The Fair at Queen’s Square


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Feminism should not create the yardstick by which women should express themselves. It should not make rules or tell women how to be female. It should create a platform to enable women showcase and express their diverse natures and features as women Don’t get me wrong, fashion and style are not bad in themselves. Women by their nature love to be beautifully adorned, glamorous and attractive. It gives them the boost they need when the situation warrants it. It helps them rise to the “occasion”. However, most of these adornments and practices are not natural. Many are man-made. Something that is not natural can be good for short-term, occasional use but surely not long-term daily use. That said, another concern is the risk they may impose on a woman’s mental view about herself. By adorning this fashion and styles too regularly, sometimes, the view of the person regarding their self image starts to become distorted. A new 3D image becomes projected daily through enhancements, styles and various beauty regimes until but the woman in question as well as her onlookers start to forget the original less fantastic image of the woman. It then gets to a point where the woman rejects herself, her real image… in the mirror. This problem creeps in gradually until even the woman begins to want this image to be painted on as soon as she opens her eyes to the world. Feminism means women are now free to express themselves in any way they choose. For those in the media as well as the so-called icons of feminism who project only perfect images for others to copy I ask is this truly feminism? Should feminism not also include ways to help women accept who they are? A little touch up here and there might be okay but surely a complete metamorphosis (to the extent that an un-adorned “self” becomes unrecognisable) cannot be healthy. That’s not to mention the constant blow taken by the female skin from the endless array of products which leave the woman in a vicious cycle of perfection. This is on the other hand to the delight of the capitalist who sells enough products to feed various stages in the cycle depending on the aspect of perfection or enhancement the woman chooses to fixate on. Make up, hair, skin, weight-loss, diets etc. Nobody is perfect…. At this juncture, a rather dissimilar analogy comes to mind and so, i digress but with good reason. Bad music…. I remember the case of bad music as a child. A particular song would be released by the media. The popular opinion about that song would be that it was more of a joke than a song. The initial response would be of disdain and apathy towards everything that made up the musical piece. However in no time, as the radio station carried on playing the “joke song” regardless, the opinions about the song would begin to change. Not to appoint a love but mostly to a point of tolerance. After months of airplay people although acknowledging the imperfections of the “joke song”, would begin to hear other aspects, elements and less obvious sounds in the song until it became palatable. In no time, a point would be reached when people would find themselves chanting the song. As ridiculous as this was, It was all because they became used to hearing the song. Now back to my argument…. Perhaps beauty, fashion and feminism can be treated this way. Women must not only be able to express their feminism in the way they like, but must also be empowered to resist the pressure of conforming with any set rules for female expression. Perhaps if women continue to constantly project and impose their real selves on the world and stopped succumbing to the idea of picture-perfectedness, like the music on the radio in our earlier analogy, they will become accepted for who they are. Maybe if women did not curl away at the slightest criticism of the imperfection, they will be taken more seriously. It is fair to say that people will only take us as seriously as we take ourselves. We all have to learn that completely and constant acceptability is not real. Nobody is perfect…. Not really. People tend to project aspects of themselves that are appealing to others. Nobody puts their bad foot in front first at least not knowingly. Neither the people dry their dirty linen in public. People hardly go for interviews showcasing their weaknesses while leaving the strengths at home. Therefore we are all flawed by our imperfections and made unique because they exist. If we choose to only focus on what we lack in our beauty, body, wardrobe, then we lose sight of the bigger picture. In the same way you are not only your face or your hair or your shape or your belly as you may want to believe. You are a complete package. You are a person…a woman. Be the self that makes and keeps you happy. Do not join the team natural (who do not adorn or beautify themselves even for special occasions) if you don’t want to. Stay on the team you want because you want to and not because you have been forced to by the media, people or even your demands on yourself. Remember, the real people who love you will do so unconditionally. So stay true to yourself. Thank you for reading If you enjoyed reading this article there are many others like it on this website. You can find them here. Photo credit: Pixabay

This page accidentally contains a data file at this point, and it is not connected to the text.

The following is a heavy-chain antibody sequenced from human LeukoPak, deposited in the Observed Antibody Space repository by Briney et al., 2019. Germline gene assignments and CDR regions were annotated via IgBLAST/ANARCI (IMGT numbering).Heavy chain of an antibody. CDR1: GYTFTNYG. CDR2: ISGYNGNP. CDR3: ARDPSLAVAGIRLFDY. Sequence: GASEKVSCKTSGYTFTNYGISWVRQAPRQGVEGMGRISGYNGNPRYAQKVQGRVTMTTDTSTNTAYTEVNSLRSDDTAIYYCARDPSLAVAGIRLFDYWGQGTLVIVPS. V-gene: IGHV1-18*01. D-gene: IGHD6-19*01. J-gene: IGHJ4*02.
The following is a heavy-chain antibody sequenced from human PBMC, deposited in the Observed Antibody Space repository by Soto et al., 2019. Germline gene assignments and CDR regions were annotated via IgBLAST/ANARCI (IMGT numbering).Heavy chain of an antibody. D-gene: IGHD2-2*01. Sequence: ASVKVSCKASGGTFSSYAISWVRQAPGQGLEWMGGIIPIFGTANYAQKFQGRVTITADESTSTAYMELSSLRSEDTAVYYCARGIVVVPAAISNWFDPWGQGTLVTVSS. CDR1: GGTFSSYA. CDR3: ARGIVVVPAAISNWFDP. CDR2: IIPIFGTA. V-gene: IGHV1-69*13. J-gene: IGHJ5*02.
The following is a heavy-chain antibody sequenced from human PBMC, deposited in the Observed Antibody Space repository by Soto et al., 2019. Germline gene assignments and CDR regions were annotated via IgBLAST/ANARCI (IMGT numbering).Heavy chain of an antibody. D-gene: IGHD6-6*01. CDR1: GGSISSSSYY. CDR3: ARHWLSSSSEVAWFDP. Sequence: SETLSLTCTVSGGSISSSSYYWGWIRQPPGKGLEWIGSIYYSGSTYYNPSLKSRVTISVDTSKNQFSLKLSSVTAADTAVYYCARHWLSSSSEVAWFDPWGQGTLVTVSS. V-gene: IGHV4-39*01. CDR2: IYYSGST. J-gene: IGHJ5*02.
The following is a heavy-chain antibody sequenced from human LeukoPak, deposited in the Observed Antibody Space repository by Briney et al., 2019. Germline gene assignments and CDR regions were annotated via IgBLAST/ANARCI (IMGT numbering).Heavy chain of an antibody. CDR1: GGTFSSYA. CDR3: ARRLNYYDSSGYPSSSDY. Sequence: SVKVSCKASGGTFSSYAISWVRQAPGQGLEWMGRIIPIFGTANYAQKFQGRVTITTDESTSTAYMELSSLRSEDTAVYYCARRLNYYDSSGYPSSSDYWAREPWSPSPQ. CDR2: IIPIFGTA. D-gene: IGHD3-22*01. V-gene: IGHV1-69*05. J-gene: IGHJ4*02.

Should we all really be Feminists? (Stay true to the woman within) Part 2